(This article belongs to the Special Issue Computational Modeling and Analysis of Microarray Data: New Horizons)
Open AccessEditorial SNP Arrays
Microarrays 2016, 5(4), 27; doi:10.3390/microarrays5040027
Received: 5 October 2016 / Accepted: 11 October 2016 / Published: 25 October 2016
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Abstract
The papers published in this Special Issue “SNP arrays” (Single Nucleotide Polymorphism Arrays) focus on several perspectives associated with arrays of this type. The range of papers vary from a case report to reviews, thereby targeting wider audiences working in this field. The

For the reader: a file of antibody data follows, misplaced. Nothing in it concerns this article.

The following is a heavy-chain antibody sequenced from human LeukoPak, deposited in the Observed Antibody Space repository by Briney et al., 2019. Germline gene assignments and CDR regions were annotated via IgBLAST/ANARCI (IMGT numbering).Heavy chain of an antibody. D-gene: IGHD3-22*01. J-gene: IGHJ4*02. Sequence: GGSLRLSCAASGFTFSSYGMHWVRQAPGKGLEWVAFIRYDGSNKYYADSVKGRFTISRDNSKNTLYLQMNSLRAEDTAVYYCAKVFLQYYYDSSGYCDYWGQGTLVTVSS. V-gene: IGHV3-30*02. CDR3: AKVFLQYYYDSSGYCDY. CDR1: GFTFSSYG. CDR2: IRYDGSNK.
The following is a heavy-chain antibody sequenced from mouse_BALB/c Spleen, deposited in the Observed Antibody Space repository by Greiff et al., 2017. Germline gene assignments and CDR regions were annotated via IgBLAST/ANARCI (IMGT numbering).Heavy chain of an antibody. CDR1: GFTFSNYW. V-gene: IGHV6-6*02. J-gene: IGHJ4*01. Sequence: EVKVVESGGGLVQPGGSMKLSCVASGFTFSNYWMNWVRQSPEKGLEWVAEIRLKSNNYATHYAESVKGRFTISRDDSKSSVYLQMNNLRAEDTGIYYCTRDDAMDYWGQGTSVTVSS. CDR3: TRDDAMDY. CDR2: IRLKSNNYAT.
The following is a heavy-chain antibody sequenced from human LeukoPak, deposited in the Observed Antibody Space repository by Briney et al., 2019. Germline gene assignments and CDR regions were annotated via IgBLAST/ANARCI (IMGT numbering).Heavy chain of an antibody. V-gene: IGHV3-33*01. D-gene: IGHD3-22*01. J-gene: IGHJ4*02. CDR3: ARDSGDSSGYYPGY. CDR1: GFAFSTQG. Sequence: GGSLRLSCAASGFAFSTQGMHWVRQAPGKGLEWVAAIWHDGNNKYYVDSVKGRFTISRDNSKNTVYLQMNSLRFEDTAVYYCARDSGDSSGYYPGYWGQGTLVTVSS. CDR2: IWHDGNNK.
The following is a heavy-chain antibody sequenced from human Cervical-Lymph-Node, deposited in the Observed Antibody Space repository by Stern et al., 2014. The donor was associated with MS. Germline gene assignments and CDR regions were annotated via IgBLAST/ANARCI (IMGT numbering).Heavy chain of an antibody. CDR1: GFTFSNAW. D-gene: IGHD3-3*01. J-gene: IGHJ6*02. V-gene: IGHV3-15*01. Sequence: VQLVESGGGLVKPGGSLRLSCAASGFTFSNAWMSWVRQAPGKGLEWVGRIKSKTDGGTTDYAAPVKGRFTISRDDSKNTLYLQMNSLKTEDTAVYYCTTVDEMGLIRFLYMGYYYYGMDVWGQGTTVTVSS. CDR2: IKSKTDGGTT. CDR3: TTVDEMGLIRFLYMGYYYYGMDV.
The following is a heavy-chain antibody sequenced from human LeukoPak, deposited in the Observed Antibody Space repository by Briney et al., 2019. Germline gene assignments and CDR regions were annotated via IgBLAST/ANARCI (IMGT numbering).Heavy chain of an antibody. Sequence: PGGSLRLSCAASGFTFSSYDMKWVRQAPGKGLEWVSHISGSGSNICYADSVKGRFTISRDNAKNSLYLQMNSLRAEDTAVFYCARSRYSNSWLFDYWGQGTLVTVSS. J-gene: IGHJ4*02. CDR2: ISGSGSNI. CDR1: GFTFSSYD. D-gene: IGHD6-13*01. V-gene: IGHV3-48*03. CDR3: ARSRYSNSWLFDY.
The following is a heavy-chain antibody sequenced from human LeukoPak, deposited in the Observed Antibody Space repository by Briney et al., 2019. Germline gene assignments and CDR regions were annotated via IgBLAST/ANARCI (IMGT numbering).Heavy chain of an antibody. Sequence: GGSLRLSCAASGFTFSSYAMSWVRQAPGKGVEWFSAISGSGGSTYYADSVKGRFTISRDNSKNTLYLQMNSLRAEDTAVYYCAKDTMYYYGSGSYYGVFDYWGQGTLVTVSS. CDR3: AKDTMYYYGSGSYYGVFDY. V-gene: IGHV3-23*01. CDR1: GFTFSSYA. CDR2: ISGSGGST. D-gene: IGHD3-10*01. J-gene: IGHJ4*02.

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The papers published in this Special Issue “SNP arrays” (Single Nucleotide Polymorphism Arrays) focus on several perspectives associated with arrays of this type. The range of papers vary from a case report to reviews, thereby targeting wider audiences working in this field. The research focus of SNP arrays is often human cancers but this Issue expands that focus to include areas such as rare conditions, animal breeding and bioinformatics tools. Given the limited scope, the spectrum of papers is nothing short of remarkable and even from a technical point of view these papers will contribute to the field at a general level. Three of the papers published in this Special Issue focus on the use of various SNP array approaches in the analysis of three different cancer types. Two of the papers concentrate on two very different rare conditions, applying the SNP arrays slightly differently. Finally, two other papers evaluate the use of the SNP arrays in the context of genetic analysis of livestock. The findings reported in these papers help to close gaps in the current literature and also to give guidelines for future applications of SNP arrays. Full article